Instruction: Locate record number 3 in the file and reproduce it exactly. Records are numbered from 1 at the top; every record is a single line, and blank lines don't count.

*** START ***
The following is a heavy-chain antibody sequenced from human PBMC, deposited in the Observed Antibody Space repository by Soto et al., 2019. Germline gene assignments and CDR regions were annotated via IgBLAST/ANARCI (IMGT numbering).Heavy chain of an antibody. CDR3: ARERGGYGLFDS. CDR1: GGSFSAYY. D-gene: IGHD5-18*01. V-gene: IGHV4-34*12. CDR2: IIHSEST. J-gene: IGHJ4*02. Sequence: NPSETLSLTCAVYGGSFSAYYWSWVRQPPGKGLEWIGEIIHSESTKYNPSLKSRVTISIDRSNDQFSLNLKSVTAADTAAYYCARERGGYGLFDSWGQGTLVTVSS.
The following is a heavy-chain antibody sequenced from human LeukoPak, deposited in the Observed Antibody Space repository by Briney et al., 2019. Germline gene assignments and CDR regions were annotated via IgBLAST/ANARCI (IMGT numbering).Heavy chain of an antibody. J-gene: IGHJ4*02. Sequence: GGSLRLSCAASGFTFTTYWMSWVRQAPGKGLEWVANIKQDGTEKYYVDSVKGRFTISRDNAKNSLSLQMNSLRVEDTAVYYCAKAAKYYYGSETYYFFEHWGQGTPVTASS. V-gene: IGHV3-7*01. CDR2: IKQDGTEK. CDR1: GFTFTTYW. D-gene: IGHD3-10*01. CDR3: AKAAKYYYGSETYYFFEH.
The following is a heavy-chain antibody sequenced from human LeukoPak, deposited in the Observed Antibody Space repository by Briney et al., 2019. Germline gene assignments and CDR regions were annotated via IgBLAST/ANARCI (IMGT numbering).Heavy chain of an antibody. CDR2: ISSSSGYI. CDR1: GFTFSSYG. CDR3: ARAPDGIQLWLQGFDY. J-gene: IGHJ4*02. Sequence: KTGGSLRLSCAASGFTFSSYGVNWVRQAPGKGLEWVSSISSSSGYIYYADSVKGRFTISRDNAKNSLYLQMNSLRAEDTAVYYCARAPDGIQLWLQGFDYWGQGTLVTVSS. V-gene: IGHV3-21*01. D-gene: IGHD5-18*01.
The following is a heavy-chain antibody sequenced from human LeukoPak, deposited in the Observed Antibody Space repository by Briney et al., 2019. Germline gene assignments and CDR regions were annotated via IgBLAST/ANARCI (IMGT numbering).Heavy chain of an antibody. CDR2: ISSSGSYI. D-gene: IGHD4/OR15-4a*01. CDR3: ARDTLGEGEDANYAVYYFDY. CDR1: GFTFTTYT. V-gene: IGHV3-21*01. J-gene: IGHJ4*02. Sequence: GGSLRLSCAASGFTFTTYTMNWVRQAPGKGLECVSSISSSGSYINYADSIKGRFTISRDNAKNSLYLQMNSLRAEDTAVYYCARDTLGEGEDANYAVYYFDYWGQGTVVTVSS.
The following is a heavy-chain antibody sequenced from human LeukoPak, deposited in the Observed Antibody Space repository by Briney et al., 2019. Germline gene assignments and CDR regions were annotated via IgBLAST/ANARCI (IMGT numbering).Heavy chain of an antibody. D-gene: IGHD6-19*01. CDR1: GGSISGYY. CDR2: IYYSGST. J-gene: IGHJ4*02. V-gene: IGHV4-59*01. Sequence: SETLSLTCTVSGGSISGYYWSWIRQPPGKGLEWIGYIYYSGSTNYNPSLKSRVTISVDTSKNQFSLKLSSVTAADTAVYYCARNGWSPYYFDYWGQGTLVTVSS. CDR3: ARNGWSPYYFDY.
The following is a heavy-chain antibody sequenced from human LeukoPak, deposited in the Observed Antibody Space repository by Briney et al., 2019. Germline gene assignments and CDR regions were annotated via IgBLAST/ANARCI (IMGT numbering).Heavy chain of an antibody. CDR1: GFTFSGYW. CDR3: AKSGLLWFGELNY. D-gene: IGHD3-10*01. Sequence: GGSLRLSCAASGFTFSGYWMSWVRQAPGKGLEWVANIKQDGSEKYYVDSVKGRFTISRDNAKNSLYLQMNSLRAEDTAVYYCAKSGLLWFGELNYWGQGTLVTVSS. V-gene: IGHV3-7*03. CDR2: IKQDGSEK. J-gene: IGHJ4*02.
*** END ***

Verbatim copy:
The following is a heavy-chain antibody sequenced from human LeukoPak, deposited in the Observed Antibody Space repository by Briney et al., 2019. Germline gene assignments and CDR regions were annotated via IgBLAST/ANARCI (IMGT numbering).Heavy chain of an antibody. CDR2: ISSSSGYI. CDR1: GFTFSSYG. CDR3: ARAPDGIQLWLQGFDY. J-gene: IGHJ4*02. Sequence: KTGGSLRLSCAASGFTFSSYGVNWVRQAPGKGLEWVSSISSSSGYIYYADSVKGRFTISRDNAKNSLYLQMNSLRAEDTAVYYCARAPDGIQLWLQGFDYWGQGTLVTVSS. V-gene: IGHV3-21*01. D-gene: IGHD5-18*01.